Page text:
Asian longhorned tick found again in Ohio
Beef Brief: Last year, populations of the pest became so high that some cows died.
I recently became disheartened after sending a bunch of ticks to a lab to get identified, and they confirmed what I feared: We have the Asian longhorned tick in Ohio’s Morgan County.
If I am correct, that makes five types of ticks we likely have present in the county and many parts of Ohio. Ticks can give us Lyme disease, anaplasmosis, Rocky Mountain spotted fever, and a disease that makes us allergic to red meat.
The Asian longhorned tick, not to be confused with the Asian longhorned beetle, was found last year in a couple of Ohio counties, and the populations of ALT became so high on some cows that they died.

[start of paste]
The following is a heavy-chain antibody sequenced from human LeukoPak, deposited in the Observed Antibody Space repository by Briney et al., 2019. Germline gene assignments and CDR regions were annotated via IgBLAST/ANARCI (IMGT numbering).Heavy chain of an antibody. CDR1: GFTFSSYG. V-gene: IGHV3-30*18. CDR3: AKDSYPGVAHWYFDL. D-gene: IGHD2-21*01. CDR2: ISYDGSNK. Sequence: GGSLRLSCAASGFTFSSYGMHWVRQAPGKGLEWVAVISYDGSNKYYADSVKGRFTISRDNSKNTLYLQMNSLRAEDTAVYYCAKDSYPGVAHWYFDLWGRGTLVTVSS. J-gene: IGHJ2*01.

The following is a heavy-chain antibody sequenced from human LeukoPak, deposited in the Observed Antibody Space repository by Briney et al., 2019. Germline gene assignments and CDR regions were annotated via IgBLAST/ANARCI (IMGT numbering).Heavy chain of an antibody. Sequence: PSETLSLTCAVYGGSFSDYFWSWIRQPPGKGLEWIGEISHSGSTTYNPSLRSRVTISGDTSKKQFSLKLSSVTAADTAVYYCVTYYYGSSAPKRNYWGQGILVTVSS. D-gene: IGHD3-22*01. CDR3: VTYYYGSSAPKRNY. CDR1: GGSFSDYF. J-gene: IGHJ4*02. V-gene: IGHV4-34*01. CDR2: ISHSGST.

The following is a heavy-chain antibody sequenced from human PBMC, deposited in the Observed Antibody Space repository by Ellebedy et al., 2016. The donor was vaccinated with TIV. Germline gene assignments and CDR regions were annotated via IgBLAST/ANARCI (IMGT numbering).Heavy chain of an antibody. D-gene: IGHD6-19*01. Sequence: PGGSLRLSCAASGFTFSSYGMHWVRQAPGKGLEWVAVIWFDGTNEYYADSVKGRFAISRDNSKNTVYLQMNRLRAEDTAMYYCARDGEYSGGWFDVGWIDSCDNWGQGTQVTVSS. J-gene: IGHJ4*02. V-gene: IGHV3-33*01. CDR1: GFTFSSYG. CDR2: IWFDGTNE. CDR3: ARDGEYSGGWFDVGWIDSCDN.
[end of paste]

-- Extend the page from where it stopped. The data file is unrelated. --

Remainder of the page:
The good news is that there is a team of professionals from Ohio State University, the Ohio Department of Agriculture, the Ohio Department of Health and USDA that is on top of this and has been responsive.
What do we know? The ticks are asexual, meaning they do not need a mate to reproduce. Each tick can lay up to 2,000 eggs. They move slowly, so the spread is very slow unless they “hitch a ride” on humans, animals or equipment. In fact, farms next to an infested field or another field on the same farm over the past year have not seen much spread.
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